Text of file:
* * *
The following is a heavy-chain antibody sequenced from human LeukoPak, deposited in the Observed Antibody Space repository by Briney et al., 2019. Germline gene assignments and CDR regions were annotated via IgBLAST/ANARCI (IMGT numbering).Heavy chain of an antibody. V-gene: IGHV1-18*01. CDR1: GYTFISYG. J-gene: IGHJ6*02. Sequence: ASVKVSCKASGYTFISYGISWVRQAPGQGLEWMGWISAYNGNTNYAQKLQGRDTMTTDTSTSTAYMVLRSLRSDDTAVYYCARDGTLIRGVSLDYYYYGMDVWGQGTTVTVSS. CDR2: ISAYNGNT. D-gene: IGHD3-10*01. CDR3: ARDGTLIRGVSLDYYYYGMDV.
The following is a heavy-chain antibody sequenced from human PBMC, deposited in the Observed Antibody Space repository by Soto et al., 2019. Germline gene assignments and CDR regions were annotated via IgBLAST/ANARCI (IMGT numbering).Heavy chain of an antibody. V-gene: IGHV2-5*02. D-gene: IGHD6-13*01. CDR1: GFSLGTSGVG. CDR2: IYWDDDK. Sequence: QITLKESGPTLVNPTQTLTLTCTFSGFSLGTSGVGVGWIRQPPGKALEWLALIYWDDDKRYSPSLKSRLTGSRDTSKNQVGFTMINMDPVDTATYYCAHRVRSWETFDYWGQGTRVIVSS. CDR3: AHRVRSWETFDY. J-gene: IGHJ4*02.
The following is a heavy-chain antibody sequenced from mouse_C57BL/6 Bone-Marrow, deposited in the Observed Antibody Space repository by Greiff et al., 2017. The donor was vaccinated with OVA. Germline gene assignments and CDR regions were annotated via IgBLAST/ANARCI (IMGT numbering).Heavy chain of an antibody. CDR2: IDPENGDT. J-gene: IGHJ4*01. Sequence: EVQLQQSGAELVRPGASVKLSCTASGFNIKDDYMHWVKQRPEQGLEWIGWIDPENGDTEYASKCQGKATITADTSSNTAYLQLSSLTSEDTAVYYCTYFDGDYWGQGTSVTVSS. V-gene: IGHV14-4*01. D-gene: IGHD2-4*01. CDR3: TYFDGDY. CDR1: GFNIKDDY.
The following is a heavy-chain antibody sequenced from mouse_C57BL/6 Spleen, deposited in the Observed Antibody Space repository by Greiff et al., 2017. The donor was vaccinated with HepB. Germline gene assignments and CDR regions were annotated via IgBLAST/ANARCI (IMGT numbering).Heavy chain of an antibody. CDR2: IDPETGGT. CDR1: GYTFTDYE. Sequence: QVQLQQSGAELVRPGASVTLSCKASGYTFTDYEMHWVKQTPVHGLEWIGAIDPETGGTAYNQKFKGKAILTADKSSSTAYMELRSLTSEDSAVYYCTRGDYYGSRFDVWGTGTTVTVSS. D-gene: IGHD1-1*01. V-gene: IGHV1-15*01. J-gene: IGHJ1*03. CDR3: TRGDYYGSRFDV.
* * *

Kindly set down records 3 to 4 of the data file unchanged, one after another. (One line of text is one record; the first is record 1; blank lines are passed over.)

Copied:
The following is a heavy-chain antibody sequenced from mouse_C57BL/6 Bone-Marrow, deposited in the Observed Antibody Space repository by Greiff et al., 2017. The donor was vaccinated with OVA. Germline gene assignments and CDR regions were annotated via IgBLAST/ANARCI (IMGT numbering).Heavy chain of an antibody. CDR2: IDPENGDT. J-gene: IGHJ4*01. Sequence: EVQLQQSGAELVRPGASVKLSCTASGFNIKDDYMHWVKQRPEQGLEWIGWIDPENGDTEYASKCQGKATITADTSSNTAYLQLSSLTSEDTAVYYCTYFDGDYWGQGTSVTVSS. V-gene: IGHV14-4*01. D-gene: IGHD2-4*01. CDR3: TYFDGDY. CDR1: GFNIKDDY.
The following is a heavy-chain antibody sequenced from mouse_C57BL/6 Spleen, deposited in the Observed Antibody Space repository by Greiff et al., 2017. The donor was vaccinated with HepB. Germline gene assignments and CDR regions were annotated via IgBLAST/ANARCI (IMGT numbering).Heavy chain of an antibody. CDR2: IDPETGGT. CDR1: GYTFTDYE. Sequence: QVQLQQSGAELVRPGASVTLSCKASGYTFTDYEMHWVKQTPVHGLEWIGAIDPETGGTAYNQKFKGKAILTADKSSSTAYMELRSLTSEDSAVYYCTRGDYYGSRFDVWGTGTTVTVSS. D-gene: IGHD1-1*01. V-gene: IGHV1-15*01. J-gene: IGHJ1*03. CDR3: TRGDYYGSRFDV.